Stamp duty two-year holiday is double-edged sword

Published:  25 March, 2010

LONDON: The Budget's announcement of a holiday from stamp duty will boost confidence, but may create problems, too.

Liz Peace, chief executive of the British Property Federation, said: "It will boost confidence in the housing market, but will be of limited value to first-time buyers who typically have to find a deposit of £33 000 at present.

"Raising the threshold will effectively knock 18 months off the 18 years it would take the typical 25- year-old to save a £33 000 deposit.

"If a 1% stamp duty payment is the difference between people being able to afford to buy a house, then they should not take the risk. What we really need here is more homes and better access to finance.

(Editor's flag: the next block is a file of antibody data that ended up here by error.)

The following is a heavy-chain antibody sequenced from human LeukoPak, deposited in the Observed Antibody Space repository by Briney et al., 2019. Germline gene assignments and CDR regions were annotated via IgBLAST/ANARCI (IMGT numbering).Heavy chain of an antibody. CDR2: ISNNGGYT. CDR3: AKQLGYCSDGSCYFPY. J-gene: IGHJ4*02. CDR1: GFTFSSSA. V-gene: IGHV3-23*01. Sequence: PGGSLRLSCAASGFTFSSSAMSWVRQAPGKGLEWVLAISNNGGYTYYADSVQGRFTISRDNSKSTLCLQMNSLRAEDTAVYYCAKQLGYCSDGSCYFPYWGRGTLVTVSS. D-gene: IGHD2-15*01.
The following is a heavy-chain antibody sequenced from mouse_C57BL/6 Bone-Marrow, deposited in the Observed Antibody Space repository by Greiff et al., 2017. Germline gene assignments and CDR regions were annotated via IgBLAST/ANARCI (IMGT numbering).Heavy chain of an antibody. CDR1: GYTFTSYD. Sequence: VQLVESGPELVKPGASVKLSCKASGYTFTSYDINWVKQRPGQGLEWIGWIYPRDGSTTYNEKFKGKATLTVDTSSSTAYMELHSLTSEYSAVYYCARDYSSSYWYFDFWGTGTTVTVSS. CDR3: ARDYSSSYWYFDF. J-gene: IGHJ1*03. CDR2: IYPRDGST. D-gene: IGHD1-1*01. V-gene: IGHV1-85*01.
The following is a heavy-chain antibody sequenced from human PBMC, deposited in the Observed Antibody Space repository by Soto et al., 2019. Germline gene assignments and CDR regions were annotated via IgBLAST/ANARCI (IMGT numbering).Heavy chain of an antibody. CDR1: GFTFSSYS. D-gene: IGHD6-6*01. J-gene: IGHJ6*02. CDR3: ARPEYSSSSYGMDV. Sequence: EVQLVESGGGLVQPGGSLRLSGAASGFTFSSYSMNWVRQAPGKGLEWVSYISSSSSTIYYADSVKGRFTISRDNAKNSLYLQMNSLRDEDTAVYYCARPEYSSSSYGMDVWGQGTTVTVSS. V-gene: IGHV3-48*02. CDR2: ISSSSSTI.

"More worrying is the extra disincentive this will be pose to institutional investors in the private rented sector. While individuals will not pay stamp duty on any investment under £250 000, an institution trading in portfolios might pay 5% stamp duty on small flats they are trading, because of the policy of aggregating transactions.

"The Government is currently consulting on this but it must act to stop this distortion before the 5% rate comes in next year."

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